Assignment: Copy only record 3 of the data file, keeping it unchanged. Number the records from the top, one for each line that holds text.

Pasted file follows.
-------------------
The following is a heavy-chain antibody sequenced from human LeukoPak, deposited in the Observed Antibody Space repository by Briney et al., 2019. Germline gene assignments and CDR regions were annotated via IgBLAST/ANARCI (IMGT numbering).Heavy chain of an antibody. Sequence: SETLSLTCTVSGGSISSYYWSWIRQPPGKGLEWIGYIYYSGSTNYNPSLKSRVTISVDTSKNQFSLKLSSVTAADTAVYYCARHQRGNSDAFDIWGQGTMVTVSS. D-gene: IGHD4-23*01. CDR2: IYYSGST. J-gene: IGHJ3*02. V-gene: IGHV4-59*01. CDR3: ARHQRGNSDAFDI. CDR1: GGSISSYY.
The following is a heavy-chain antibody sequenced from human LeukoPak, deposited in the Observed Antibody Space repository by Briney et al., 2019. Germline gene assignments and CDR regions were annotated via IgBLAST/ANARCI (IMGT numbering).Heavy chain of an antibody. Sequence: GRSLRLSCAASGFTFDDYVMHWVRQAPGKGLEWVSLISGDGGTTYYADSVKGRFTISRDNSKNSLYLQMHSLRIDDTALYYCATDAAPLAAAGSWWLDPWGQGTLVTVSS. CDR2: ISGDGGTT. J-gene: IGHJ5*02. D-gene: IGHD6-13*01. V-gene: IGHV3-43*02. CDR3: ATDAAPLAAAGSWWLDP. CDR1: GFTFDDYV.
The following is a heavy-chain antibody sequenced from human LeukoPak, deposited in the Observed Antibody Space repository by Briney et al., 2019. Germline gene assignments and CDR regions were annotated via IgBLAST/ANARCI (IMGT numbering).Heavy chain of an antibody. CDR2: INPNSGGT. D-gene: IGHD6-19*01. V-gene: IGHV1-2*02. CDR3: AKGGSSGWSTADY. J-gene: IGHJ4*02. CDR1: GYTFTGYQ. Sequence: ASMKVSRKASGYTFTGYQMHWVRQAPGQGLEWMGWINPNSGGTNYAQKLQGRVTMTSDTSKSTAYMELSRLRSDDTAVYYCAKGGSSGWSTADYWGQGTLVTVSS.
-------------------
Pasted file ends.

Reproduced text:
The following is a heavy-chain antibody sequenced from human LeukoPak, deposited in the Observed Antibody Space repository by Briney et al., 2019. Germline gene assignments and CDR regions were annotated via IgBLAST/ANARCI (IMGT numbering).Heavy chain of an antibody. CDR2: INPNSGGT. D-gene: IGHD6-19*01. V-gene: IGHV1-2*02. CDR3: AKGGSSGWSTADY. J-gene: IGHJ4*02. CDR1: GYTFTGYQ. Sequence: ASMKVSRKASGYTFTGYQMHWVRQAPGQGLEWMGWINPNSGGTNYAQKLQGRVTMTSDTSKSTAYMELSRLRSDDTAVYYCAKGGSSGWSTADYWGQGTLVTVSS.